This week (02/2011) ETC Group travels to Dakar to meet friends and partners – new, old and yet-to-be – to learn, listen and share information about corporate power and emerging technologies, including their impacts on marginalized communities. In the run-up to the Rio+20 Summit in May 2012, the international community will be confronted with a challenging list of so-called ‘green economy’ technology and policy proposals – as well as major agricultural and environmental institutional decisions.
Recent Content Related to Corporate Monopolies
The Big Downturn? Nanogeopolitics, ETC Group’s new 68-page report on global governance of nanoscale technologies, is an update of our 2005 Nanogeopolitics survey. In the intervening five years, policymakers – some kicking and screaming – have begun to acknowledge that fast-tracking nanotech has come at a price and that some sort of regulation is needed to deal with at least some of the risks nanoscale technologies pose.
The New Biomassters - Synthetic Biology and the Next Assault on Biodiversity and Livelihoods
Geopiracy: The Case Against Geoengineering
Gene Giants Stockpile Patents on “Climate-Ready” Crops in Bid to Become Biomassters
Under the guise of developing “climate-ready” crops, the world’s largest seed and agrochemical corporations are filing hundreds of sweeping, multi-genome patents in a bid to control the world’s plant biomass, according to a report released by ETC Group today.
A handful of multinational corporations are pressuring governments to allow what could become the broadest and most dangerous patent claims in history, warns the group at the United Nations’ Convention on Biodiversity in Nagoya, Japan (18-29 October 2010).
The world’s six largest agrochemical and seed corporations are filing sweeping, multi-genome patents in pursuit of exclusive monopoly over plant gene sequences. Marketed as crops genetically-engineered to withstand environmental stresses such as drought, heat, cold, floods, saline soils, and more, this development could lead to control of most of the world’s plant biomass – whether it is used for food, feed, fibre, fuel or plastics. Under the guise of developing “climate-ready” crops as a silver bullet solution to climate change, these companies are pressuring governments to allow the broadest and potentially most dangerous patent claims in intellectual property history. But can patented techno-fix seeds provide the adaptation strategies that small farmers need to cope with climate change? On the contrary, these proprietary technologies are poised to concentrate corporate power, drive up costs, inhibit independent research, and further undermine the rights of farmers to save and exchange seeds. For the “Gene Giants,” the goal is “biomasstery” – to profit from the world’s biomass.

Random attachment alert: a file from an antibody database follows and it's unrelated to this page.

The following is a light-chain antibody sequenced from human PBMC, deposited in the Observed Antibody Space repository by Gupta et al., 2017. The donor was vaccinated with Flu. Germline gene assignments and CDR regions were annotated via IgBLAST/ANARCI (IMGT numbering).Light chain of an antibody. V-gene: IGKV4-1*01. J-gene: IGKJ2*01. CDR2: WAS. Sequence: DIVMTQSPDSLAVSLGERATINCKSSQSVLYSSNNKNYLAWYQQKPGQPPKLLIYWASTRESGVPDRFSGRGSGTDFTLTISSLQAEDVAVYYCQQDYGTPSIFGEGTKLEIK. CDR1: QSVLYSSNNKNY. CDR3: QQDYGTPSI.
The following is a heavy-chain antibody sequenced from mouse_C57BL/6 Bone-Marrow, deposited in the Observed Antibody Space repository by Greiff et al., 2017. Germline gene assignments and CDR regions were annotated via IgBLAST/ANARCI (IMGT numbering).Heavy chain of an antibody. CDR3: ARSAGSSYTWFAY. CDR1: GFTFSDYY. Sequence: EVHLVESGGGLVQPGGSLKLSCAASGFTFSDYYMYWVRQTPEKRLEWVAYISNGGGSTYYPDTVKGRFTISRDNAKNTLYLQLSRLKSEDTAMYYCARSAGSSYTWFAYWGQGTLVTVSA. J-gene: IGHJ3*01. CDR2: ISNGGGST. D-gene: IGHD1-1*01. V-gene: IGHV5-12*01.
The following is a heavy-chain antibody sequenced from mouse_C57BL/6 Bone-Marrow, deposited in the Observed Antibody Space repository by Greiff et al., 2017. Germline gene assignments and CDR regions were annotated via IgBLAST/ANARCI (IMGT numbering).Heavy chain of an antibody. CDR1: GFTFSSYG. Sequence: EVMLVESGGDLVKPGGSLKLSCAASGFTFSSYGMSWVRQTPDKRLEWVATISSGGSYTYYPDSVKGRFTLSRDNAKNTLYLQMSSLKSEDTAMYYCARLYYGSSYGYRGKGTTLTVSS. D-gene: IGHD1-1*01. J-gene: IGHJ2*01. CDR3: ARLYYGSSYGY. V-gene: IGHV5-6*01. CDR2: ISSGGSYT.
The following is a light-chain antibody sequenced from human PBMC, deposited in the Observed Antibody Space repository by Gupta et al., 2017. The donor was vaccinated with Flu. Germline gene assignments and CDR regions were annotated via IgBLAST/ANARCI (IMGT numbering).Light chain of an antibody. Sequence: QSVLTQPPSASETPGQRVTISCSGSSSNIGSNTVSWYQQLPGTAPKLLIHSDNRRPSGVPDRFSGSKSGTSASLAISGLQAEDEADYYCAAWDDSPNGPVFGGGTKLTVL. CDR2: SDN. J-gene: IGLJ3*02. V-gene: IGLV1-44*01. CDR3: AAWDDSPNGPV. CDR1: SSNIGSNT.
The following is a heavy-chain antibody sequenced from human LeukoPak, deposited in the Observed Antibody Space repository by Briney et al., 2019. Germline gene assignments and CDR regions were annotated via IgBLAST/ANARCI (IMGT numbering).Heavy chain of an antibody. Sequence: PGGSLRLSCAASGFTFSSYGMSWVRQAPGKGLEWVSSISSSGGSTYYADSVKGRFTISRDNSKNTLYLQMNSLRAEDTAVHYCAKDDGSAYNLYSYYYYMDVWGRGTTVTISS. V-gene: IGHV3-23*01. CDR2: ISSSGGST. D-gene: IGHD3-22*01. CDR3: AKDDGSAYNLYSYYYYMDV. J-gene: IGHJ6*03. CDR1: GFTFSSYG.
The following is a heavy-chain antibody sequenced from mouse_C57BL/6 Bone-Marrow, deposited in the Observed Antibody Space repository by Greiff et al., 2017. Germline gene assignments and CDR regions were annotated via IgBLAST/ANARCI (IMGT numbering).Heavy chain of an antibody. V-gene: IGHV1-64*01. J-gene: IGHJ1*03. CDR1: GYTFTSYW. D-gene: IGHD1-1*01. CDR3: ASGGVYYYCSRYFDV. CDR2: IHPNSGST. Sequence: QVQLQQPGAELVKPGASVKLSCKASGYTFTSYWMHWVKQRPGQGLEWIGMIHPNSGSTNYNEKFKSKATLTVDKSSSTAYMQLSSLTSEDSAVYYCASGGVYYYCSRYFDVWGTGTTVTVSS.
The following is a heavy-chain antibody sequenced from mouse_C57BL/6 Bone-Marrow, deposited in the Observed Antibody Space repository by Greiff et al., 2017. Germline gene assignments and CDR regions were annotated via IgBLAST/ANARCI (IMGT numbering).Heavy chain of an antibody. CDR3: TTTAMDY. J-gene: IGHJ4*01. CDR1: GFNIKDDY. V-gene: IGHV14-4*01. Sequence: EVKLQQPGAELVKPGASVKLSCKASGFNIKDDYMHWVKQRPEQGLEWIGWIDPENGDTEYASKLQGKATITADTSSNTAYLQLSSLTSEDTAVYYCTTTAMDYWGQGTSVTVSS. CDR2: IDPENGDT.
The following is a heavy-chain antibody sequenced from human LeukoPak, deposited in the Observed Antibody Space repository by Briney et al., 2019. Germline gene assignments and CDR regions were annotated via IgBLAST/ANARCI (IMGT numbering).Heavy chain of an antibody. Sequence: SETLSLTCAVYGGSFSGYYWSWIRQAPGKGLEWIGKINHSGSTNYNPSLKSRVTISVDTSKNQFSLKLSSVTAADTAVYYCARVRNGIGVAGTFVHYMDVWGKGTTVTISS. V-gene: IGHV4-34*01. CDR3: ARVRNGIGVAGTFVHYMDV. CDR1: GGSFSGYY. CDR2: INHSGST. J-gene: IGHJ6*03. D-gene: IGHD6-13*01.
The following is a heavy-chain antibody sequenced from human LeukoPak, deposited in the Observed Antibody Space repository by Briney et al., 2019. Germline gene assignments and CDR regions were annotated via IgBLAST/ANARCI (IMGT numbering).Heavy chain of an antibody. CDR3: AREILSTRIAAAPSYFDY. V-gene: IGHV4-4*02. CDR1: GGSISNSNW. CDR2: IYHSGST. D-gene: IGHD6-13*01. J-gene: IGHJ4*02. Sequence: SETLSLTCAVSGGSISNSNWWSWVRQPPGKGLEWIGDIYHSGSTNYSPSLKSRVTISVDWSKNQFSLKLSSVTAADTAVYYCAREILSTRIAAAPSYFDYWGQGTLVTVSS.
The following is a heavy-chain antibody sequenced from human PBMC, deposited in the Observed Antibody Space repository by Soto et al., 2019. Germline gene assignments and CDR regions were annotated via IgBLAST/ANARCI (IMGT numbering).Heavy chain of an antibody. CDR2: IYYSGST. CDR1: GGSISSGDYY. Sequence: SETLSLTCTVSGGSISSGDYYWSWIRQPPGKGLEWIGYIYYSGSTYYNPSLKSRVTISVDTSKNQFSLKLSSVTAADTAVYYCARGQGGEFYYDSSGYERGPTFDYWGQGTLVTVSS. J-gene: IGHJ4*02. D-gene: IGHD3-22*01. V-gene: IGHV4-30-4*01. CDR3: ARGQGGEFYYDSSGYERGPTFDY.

New technologies and the threat to sovereignty in Africa
As environment ministers from 193 countries take stock of the globe’s dramatic loss of biodiversity at the Convention on Biological Diversity (CBD) in Nagoya, Japan next week (18-29 October 2010), ETC Group warns that high-risk “technological fixes” that claim to hold the key for solving the climate crisis should be put on ice.
The global meeting, marking the International Year of Biodiversity, will debate a de facto moratorium on the release into the environment of synthetic life forms (a form of extreme genetic engineering marketed by industry as the building blocks of the “green economy”) and on geoengineering activities (massive intentional manipulations of the Earth’s systems). Existing international law has no adequate controls for these controversial new technologies.
ETC Group released three new reports on these technofixes, explaining the interests behind them and the risks inherent in their uncontrolled development.
While most scientists left the Copenhagen Climate Summit feeling gloomy about their influence, a small group of geoengineering advocates came away emboldened by the summit’s weak outcome and uncertain road ahead. This group of scientists aims to get on with research and experimentation in controversial geoengineering technologies. Their real excitement is over “solar radiation management” (SRM). This is a way of “cooling down the planet’s thermostat” by reflecting a portion of the sun’s rays back to outer space, through a variety of techniques ranging from sunshades in space, to aerosol sulphates in the stratosphere, to whitening clouds. These high-risk, planet-altering schemes affect global warming without changing its cause which is excessive greenhouse gases in the atmosphere.
Technology transfer is one of the four key topics being discussed under negotiations on Long-Term Cooperative Actions in Copenhagen (the others are mitigation, adaptation and financing). The inter-governmental negotiating text that is under discussion contemplates various measures for accelerating the diffusion of technologies.
Nano-scale technology is a suite of techniques used to manipulate matter at the scale of atoms and molecules. “Nano” is a measurement – not an object. Unlike “biotechnology,” where you know that bios (life) is being manipulated, “nanotechnology” speaks solely to scale. A “nanometre” (nm) equals one billionth of a metre. One human hair is about 80,000 nanometres thick. It takes ten atoms of hydrogen side-by-side to equal one nanometre. A DNA molecule is about 2.5 nm wide. A red blood cell is vast in comparison: about 5,000 nm in diameter. Everything on the nano-scale is invisible to the unaided eye and even to all but the most powerful microscopes.
ETC Group reported on a patent application(1) under examination at the US Patent & Trademark Office (USPTO) in which Siegers Seed Company of Holland, Michigan, claimed invention of a “warted pumpkin...wherein the outer shell includes at least one wart...” On February 13 2009, the USPTO put its 9-page verdict in the mail(2) rejecting all of the application's 25 claims.